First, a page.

Migrating from InfluxDB

This page describes the steps to importing data from InfluxDB OSS or InfluxDB Cloud to QuestDB.


Data stored in InfluxDB needs to be exported in order to import it into QuestDB. There are two ways of exporting data from InfluxDB:

  • Run a SQL query using InfluxDB API and get results in JSON
  • Run the inspect command and get results in InfluxDB Line Protocol

The first approach is simpler and might suffice if you are migrating a small to moderate dataset. For larger datasets it is advised to use the second option.

SQL query for importing small tables#


This approach is recommended only for small to moderate datasets.

When using InfluxDB API to run a SQL query, results will be in JSON. Since we cannot import JSON files directly into QuestDB, we will need to convert the results into CSV. There are many ways to do so, and one of those is using the jq JSON processor.

To run the SQL query you will need to have an API token.

The below is an example to query a table using the SQL API endpoint and convert the results to CSV:

curl --get http://localhost:8086/query --header "Authorization: Token zuotzwwBxbXIor4_D-t-BMEpJj1nAj2DGqNSshTUyHUcX0DMjI6fiBv_pgeW-xxpnAwgEVG0uJAucEaJKtvpJA==" --data-urlencode "db=bench" --data-urlencode "q=SELECT * from readings LIMIT 1000;" | jq '.results[].series[].values[] | @csv'

The resulting CSV can be then imported into QuestDB.

The inspect command and InfluxDB Line Protocol for importing datasets at scale#

To move data from InfluxDB into QuestDB at scale, it is best to use the influxd inspect command to export the data, as the export-lp subcommand allows exporting all time-structured merge tree (TSM) data in a bucket as InfluxDB Line Protocol messages in a big text file.

The text file can then be inserted into QuestDB. This assumes you are migrating from self-managed InfluxDB and have access to execute the inspect command.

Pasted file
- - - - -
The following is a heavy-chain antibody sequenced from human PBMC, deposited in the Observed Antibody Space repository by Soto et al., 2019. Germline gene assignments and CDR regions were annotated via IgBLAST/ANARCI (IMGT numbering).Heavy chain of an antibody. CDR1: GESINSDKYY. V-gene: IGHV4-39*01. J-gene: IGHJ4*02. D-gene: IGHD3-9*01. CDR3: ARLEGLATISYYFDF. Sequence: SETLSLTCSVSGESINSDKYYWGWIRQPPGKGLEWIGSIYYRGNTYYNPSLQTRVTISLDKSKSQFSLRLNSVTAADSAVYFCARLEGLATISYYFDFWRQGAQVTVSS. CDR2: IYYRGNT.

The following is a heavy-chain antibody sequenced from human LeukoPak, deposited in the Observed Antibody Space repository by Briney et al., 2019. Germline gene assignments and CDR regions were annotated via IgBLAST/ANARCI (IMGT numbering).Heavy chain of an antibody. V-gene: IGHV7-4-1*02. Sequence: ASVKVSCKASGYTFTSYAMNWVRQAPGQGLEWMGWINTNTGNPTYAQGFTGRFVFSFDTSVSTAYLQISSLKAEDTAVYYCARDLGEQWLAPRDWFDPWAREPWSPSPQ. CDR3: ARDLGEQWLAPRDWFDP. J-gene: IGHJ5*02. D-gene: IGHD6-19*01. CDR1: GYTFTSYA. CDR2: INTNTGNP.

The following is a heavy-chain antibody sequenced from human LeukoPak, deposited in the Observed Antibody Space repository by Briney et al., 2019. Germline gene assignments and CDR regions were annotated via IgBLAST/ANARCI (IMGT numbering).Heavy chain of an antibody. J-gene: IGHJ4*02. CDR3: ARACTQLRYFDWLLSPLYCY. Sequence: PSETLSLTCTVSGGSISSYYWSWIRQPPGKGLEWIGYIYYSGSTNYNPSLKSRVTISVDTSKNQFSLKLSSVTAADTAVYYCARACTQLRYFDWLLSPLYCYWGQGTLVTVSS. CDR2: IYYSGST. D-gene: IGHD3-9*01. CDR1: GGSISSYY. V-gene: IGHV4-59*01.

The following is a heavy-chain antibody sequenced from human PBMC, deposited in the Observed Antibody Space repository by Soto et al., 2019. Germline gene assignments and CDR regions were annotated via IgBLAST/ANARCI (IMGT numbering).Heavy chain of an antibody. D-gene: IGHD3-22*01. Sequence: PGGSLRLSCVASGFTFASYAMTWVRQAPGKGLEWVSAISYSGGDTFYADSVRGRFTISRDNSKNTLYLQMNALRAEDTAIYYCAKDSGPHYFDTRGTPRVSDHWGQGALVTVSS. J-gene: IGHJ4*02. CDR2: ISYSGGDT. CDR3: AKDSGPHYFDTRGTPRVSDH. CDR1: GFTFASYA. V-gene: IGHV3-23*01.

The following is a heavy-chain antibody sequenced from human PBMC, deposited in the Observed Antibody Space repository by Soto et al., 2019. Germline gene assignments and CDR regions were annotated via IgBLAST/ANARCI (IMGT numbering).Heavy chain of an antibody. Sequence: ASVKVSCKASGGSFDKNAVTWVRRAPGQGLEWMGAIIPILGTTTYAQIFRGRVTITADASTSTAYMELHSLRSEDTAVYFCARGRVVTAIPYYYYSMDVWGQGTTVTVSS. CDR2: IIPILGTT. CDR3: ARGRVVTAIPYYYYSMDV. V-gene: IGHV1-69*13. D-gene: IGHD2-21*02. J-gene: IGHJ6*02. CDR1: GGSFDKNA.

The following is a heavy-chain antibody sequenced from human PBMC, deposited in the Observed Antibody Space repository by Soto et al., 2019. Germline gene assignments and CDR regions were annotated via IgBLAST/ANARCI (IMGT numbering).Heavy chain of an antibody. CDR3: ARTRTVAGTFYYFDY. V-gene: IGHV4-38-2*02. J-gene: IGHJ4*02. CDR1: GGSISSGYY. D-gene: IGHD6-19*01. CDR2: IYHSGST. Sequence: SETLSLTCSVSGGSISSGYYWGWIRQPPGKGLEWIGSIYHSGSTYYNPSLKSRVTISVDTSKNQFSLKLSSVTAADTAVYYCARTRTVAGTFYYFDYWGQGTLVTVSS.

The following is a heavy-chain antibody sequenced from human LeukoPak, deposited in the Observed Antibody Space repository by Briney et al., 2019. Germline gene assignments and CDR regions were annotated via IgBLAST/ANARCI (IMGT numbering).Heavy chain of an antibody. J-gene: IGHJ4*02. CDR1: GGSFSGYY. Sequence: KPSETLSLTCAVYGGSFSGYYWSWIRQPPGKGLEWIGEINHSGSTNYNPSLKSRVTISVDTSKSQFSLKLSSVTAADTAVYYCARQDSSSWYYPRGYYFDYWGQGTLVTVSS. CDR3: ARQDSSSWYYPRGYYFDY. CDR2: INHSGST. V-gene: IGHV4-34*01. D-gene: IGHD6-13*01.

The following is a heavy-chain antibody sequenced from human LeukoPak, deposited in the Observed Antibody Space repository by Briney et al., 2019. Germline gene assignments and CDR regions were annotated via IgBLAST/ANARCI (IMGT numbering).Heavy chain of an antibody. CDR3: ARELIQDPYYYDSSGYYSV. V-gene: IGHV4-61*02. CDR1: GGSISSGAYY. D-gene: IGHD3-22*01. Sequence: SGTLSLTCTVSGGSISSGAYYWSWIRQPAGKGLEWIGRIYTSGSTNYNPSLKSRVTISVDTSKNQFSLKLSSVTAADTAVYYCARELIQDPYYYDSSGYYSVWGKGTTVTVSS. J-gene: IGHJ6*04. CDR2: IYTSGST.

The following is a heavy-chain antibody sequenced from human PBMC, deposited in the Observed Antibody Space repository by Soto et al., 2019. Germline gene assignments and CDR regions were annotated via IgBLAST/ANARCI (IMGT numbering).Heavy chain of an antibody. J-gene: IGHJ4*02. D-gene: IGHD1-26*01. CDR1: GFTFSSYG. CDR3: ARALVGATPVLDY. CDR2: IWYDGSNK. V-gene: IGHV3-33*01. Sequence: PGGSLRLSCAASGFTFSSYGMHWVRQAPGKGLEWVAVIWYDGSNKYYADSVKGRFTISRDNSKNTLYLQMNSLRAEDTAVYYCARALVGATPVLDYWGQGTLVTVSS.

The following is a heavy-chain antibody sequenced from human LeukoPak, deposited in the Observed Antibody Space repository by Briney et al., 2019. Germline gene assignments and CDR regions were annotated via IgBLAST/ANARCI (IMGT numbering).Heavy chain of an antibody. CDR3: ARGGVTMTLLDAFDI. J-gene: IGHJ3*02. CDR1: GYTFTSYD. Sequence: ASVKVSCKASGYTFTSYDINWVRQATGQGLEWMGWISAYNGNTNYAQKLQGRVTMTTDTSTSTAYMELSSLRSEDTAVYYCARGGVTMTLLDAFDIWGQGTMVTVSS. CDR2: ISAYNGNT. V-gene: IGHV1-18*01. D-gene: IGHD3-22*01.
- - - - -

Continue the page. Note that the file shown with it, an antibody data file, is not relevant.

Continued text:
For InfluxDB Cloud users, the first step should be exporting the data from cloud to InfluxDB OSS before following the instructions.


Generate admin token#

Make sure you have an admin token generated and set the env variable export INFLUX_TOKEN.

For example:

export INFLUX_TOKEN=xyoczzmBxbXIor4_D-t-BMEpJj1nAj2DGqNSshTUyHUcX0DMjI6fiBv_pgeW-xxpnAwgEVG0uJAucEaJKtvpJA==

Find out your org_id and bucket_id#

You need to know your org_id and bucket_id you will export. If you don’t know them you can issue influx org list and influx bucket list --org-id YOUR_ID to find those values.

Export the bucket contents#

Now you can just export the bucket contents by using inspect export-lp command and by defining a destination folder:

influxd inspect export-lp --bucket-id YOUR_BUCKET_ID --output-path /var/tmp/influx/outputfolder

Please note the step above can take a while. As an example, it took almost an hour for a 160G bucket on a mid-AWS EC2 instance.

Connect to QuestDB#

Connect to your QuestDB instance and issue a CREATE TABLE statement. This is not technically needed as once you start streaming data, your table will be automatically created. However, this step is recommended because this allows fine tuning some parameters such as column types or partition.

Since the data is already in InfluxDB Line Protocol format, there is no need to use the official QuestDB client libraries for ingestion.

You only need to connect via a socket to your instance and stream row by row.

The below is an example Python code streaming the instance:

import socket
import sys
sock = socket.socket(socket.AF_INET, socket.SOCK_STREAM)
def send_utf8(msg):
if __name__ == '__main__':
sock.connect(('localhost', 9009))
with open("ilp_influx_export.ilp") as infile:
for line in infile:
except socket.error as e:
sys.stderr.write(f'Got error: {e}')

Transform data in QuestDB#

Since InfluxDB exports only one metric for each line, this means that if you are storing more than one metric for the same series, one row will create multiple InfluxDB Line Protocol lines with one valid metric value and the other metrics shown as NULL. Therefore, we recommend transforming your data in QuestDB.

For example, if you query a table with several metrics:

SELECT * FROM diagnostics WHERE timestamp = '2016-01-01T00:00:00.000000Z' AND driver='Andy' AND name='truck_150')

Your result may be something like this:

Screenshot of the query result where each metric forms one line with NULL for other metrics

A way to solve this is to execute a SQL query grouping data by all the dimensions and selecting the maximum values for all the metrics:

max(current_load) AS current_load,
max(fuel_capacity) AS fuel_capacity,
max(fuel_state) AS fuel_state,
max(load_capacity) AS load_capacity,
max(nominal_fuel_consumption) AS nominal_fuel_consumption,
max(status) AS status

This produces aggregated rows containing all the metrics for each dimension group:

Screenshot of the query result showing aggregated rows based on the SQL query

You can use the INSERT keyword to output the processed result into a new table.

See also#

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